A global leader in remote patient monitoring software and cardiac data management solutions, Implicity, has announced it is expanding its line of products and services to include a dedicated solution for managing heart failure. A new AI-based tool was developed in collaboration with Withings — one of the leading providers of remotely monitored health products.

Dr. Arnaud Rosier, cardiologist, and CEO of Implicity said, “Weight gain is one of the earliest clinical signs that indicate a patient’s condition with heart failure may be getting worse: patients can gain up to ten pounds due to fluid retention and edema when they decompensate. Using our solution in combination with innovative smart devices, like the Withings scale, care teams now know when these symptoms first develop so that doctors can be proactive and provide early treatment to avoid hospitalization or ultimately death.”

With Implicity’s universal platform, not only can cardiac implantable electronic devices (CIEDs) be integrated seamlessly, but data gathered via Withings devices, such as smart scales, can also be easily accessed. The Implicity heart failure solution automatically alerts medical care teams whenever a patient undergoing remote monitoring for heart failure experiences an unexpected weight gain or missing weight data.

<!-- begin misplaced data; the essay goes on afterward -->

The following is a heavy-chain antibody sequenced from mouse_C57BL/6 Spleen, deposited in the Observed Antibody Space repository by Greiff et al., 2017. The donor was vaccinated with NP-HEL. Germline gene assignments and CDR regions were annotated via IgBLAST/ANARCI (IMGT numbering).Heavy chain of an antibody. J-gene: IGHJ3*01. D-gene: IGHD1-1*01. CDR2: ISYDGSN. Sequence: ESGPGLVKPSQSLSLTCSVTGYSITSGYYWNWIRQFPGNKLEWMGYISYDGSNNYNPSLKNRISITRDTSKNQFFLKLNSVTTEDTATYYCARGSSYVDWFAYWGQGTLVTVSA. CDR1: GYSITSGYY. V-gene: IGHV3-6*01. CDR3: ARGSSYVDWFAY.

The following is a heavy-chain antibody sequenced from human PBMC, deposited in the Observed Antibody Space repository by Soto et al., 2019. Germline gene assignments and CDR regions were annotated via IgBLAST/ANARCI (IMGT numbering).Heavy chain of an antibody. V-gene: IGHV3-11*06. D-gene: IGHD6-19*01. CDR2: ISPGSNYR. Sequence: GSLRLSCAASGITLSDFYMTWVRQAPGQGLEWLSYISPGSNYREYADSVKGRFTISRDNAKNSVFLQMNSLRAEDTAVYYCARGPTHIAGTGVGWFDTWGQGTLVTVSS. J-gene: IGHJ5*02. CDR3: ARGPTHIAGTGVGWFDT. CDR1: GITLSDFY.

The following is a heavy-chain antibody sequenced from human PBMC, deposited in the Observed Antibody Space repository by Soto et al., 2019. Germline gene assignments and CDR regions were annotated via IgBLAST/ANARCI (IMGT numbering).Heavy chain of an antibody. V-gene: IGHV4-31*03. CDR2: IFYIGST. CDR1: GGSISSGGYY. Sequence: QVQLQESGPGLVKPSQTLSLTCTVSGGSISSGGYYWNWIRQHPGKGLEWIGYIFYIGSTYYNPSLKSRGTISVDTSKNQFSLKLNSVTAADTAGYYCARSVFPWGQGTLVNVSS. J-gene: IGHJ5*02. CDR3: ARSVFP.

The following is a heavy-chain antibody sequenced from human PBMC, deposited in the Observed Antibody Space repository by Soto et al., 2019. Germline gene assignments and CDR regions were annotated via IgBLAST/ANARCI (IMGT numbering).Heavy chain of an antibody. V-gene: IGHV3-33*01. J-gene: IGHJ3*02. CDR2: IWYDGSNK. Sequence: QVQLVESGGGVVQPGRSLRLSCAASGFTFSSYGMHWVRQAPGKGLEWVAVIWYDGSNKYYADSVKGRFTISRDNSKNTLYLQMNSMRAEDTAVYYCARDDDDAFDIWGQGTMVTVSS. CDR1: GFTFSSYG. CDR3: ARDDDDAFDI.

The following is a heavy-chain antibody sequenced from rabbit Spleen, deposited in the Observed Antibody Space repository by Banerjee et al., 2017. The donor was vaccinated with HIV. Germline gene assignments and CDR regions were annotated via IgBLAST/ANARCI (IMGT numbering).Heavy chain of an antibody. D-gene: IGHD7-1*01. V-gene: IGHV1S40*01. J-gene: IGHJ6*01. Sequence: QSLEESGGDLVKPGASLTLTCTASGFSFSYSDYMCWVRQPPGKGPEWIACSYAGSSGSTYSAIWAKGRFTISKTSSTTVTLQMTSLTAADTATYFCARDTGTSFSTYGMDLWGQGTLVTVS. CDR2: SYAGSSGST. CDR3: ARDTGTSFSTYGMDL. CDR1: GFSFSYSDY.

Over a dozen French medical centers are already using Implicity’s heart failure solution. The company recently entered into a commercial agreement with Bayer HealthCare SAS France in order to accelerate the adoption of its technology.

Guilhem Maffre-Bauge, Director of Business Unit General practice, Bayer Pharmaceuticals France, said, “Comprehensive management includes treatment, prevention, and prediction. Implicity’s solution is part of this approach. This is a very promising medical technology company with concrete research and development projects and solid data and AI expertise. We are delighted with this collaboration and to be able to contribute together to accelerate the adoption of heart failure telemonitoring in France.”

In the United States alone, approximately 5.7 million people suffer from heart failure, the leading cause of death in the world. Additionally, it is the leading cause of hospitalization for people over the age of 65. A remote monitoring system for heart failure patients reduces avoidable hospitalizations, improves the quality of life of fragile patients, and strengthens patient compliance.